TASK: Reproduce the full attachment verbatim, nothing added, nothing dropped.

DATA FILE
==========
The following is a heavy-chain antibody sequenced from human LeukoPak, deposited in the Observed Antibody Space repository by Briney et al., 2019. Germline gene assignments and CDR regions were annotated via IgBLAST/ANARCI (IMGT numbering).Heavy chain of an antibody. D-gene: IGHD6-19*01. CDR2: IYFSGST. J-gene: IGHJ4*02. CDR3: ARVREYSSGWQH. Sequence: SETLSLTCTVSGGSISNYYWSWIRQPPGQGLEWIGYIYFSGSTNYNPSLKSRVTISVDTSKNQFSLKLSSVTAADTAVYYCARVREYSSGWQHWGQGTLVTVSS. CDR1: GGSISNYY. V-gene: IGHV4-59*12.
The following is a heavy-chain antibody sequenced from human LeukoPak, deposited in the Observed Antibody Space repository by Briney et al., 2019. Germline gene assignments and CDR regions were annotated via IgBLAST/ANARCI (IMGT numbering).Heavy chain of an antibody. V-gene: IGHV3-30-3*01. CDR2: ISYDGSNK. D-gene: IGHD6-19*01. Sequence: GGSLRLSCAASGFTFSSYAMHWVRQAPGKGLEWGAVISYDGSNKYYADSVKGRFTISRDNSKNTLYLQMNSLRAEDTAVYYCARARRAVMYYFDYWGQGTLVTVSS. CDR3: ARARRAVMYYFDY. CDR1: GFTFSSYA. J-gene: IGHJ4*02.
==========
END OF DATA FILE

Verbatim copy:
The following is a heavy-chain antibody sequenced from human LeukoPak, deposited in the Observed Antibody Space repository by Briney et al., 2019. Germline gene assignments and CDR regions were annotated via IgBLAST/ANARCI (IMGT numbering).Heavy chain of an antibody. D-gene: IGHD6-19*01. CDR2: IYFSGST. J-gene: IGHJ4*02. CDR3: ARVREYSSGWQH. Sequence: SETLSLTCTVSGGSISNYYWSWIRQPPGQGLEWIGYIYFSGSTNYNPSLKSRVTISVDTSKNQFSLKLSSVTAADTAVYYCARVREYSSGWQHWGQGTLVTVSS. CDR1: GGSISNYY. V-gene: IGHV4-59*12.
The following is a heavy-chain antibody sequenced from human LeukoPak, deposited in the Observed Antibody Space repository by Briney et al., 2019. Germline gene assignments and CDR regions were annotated via IgBLAST/ANARCI (IMGT numbering).Heavy chain of an antibody. V-gene: IGHV3-30-3*01. CDR2: ISYDGSNK. D-gene: IGHD6-19*01. Sequence: GGSLRLSCAASGFTFSSYAMHWVRQAPGKGLEWGAVISYDGSNKYYADSVKGRFTISRDNSKNTLYLQMNSLRAEDTAVYYCARARRAVMYYFDYWGQGTLVTVSS. CDR3: ARARRAVMYYFDY. CDR1: GFTFSSYA. J-gene: IGHJ4*02.